Fact Check-Three physicians’ deaths not related to COVID-19 vaccine, Canadian hospital says

Update, August 5, 2022: Paragraph 8 has been updated to include information about Dr. Sawicki’s diagnosis.

Social media users are sharing the news of the recent deaths of three physicians at a hospital in Canada and claiming that the cause of death was complications from COVID-19 vaccines. The hospital where the physicians worked said that their deaths were unrelated to the COVID-19 vaccine, however.

Examples can be seen (here) and (here).

The text in one post reads: “THREE Trillium Health Partners-Mississauga Hospital doctors have DIED suddenly in 1 week, apparently after getting latest mandated booster. Cause of deaths is not yet disclosed. How often have 3 doctors died, days after hospitals started giving 4th shot to hospital staff.”

Trillium Health Partners, a hospital in Mississauga, Ontario, responded to the claims via Twitter (here) saying: “It is with deep sadness that THP mourns the loss of three of our physicians who recently passed away. Dr. Jakub Sawicki, Dr. Stephen McKenzie and Dr. Lorne Segall were respected physicians who dedicated their lives to caring for their patients and community.”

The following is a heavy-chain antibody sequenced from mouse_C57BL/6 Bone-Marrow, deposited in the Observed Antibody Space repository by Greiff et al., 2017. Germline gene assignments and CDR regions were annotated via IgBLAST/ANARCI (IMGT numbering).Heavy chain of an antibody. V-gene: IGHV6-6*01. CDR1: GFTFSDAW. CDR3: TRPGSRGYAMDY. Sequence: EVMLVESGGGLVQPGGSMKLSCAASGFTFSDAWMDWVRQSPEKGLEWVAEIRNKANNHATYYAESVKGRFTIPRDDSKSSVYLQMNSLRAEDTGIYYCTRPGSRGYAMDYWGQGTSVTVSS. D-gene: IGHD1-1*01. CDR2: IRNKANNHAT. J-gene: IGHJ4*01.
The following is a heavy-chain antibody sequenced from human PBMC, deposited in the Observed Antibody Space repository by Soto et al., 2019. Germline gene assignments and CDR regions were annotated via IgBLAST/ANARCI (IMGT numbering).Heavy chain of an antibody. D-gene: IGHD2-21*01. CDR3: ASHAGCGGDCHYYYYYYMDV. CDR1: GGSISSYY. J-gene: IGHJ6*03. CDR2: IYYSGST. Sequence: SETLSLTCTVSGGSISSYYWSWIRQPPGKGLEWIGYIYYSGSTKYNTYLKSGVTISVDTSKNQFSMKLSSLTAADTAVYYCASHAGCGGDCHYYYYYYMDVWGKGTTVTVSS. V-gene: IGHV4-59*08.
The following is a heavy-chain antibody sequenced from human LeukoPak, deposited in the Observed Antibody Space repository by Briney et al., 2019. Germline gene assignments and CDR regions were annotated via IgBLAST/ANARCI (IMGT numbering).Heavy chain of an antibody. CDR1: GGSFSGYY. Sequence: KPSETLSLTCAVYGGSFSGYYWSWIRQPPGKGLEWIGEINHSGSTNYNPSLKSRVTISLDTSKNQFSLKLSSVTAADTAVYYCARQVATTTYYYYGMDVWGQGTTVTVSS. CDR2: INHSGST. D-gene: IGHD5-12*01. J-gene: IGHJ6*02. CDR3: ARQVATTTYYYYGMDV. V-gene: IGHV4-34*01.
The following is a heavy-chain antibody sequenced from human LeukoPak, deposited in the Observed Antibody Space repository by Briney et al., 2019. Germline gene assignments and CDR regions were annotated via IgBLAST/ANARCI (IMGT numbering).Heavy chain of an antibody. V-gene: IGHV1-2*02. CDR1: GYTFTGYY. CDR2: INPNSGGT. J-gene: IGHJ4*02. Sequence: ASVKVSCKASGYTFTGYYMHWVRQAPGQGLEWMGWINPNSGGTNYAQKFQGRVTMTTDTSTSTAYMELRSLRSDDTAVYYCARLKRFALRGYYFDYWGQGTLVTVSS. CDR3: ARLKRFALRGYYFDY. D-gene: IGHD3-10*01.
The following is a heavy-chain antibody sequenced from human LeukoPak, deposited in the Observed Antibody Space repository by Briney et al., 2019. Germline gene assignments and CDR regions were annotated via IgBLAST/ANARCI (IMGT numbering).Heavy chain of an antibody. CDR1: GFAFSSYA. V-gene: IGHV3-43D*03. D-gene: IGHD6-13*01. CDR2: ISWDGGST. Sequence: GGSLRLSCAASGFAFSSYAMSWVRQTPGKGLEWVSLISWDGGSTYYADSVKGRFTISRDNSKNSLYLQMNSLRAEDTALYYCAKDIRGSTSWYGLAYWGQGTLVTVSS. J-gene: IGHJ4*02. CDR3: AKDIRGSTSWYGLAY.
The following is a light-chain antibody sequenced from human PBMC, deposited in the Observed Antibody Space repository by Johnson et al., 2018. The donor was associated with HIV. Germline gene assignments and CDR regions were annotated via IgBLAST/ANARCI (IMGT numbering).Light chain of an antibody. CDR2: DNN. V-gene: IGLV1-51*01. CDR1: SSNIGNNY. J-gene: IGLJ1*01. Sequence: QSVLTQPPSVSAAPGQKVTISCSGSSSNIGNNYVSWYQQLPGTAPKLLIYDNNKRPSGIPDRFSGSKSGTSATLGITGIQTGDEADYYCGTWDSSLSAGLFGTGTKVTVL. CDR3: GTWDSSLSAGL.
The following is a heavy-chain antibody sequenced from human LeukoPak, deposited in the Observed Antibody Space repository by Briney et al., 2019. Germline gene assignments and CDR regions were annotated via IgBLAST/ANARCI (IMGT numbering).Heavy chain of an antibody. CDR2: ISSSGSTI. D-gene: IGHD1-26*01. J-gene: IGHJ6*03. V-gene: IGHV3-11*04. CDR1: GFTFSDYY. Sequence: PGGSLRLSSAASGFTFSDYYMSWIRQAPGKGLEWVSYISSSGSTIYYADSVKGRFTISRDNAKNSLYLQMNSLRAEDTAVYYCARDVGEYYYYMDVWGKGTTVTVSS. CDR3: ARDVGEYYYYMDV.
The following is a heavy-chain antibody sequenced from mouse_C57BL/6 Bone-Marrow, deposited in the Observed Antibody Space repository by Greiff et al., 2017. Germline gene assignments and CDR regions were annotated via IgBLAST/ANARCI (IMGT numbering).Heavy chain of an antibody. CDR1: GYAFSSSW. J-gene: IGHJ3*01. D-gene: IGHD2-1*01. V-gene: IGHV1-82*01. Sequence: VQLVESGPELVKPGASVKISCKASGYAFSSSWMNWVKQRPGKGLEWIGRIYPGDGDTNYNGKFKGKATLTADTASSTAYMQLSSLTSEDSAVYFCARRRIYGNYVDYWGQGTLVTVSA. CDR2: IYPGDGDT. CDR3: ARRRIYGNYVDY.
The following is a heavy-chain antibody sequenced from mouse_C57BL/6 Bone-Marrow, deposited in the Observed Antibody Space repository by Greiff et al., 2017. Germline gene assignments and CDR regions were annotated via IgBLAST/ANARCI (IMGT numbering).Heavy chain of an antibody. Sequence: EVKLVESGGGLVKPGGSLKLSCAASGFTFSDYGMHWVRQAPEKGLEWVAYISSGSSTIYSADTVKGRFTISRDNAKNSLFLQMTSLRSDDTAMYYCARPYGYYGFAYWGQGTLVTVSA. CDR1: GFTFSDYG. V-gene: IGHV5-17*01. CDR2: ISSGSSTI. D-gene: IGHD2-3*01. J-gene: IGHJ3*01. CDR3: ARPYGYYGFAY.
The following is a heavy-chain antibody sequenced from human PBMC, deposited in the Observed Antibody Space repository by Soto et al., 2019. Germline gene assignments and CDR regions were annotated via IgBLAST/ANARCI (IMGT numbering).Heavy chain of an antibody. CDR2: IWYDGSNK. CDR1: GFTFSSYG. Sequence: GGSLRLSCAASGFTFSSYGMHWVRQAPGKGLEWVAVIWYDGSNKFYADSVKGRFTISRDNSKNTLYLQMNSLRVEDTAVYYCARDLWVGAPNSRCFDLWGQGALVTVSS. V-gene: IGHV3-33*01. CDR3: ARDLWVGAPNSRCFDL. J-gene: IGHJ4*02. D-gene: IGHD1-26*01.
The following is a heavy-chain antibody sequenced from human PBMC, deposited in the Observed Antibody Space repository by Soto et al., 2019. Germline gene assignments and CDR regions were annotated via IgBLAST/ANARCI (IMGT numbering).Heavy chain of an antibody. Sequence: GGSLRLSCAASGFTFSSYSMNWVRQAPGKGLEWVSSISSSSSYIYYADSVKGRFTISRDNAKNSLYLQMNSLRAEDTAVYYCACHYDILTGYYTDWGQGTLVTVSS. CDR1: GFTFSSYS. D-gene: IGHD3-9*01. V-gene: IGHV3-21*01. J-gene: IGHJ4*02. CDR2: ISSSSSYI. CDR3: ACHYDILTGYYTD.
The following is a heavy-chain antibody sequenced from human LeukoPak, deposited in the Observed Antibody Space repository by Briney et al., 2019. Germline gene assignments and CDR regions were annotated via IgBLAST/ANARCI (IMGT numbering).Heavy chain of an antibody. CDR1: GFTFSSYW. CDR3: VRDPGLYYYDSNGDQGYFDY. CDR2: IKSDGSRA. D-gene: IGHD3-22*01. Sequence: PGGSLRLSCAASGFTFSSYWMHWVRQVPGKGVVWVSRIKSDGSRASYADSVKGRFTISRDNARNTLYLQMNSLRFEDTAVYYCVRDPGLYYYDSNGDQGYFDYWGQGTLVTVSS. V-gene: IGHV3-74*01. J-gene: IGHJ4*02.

The hospital added (here “The rumour circulating on social media is simply not true. Their passings were not related to the COVID-19 vaccine. We ask to please respect their families’ privacy during this difficult time.”

Segall’s obituary (here) explains that he passed away on July 17, 2022 at the age of 49 after “a ridiculously unfair and hard fought year-long battle with advanced lung cancer.”

A CTV News article (here) reported that although McKenzie’s condition was not disclosed, he had been “seriously ill” leading up to his death on July 18, 2022, according to his office.

Sawicki's wife told CTV News Toronto that her husband had been diagnosed with a stage 4 gastric cancer called Signet Ring Cell Adenocarcinoma. ( here )


No evidence. The passing of three Ontario physicians was unrelated to the COVID-19 vaccine, according to the hospital they worked at. There is no evidence to suggest otherwise.

This article was produced by the Reuters Fact Check team. Read more about our fact-checking work  here  .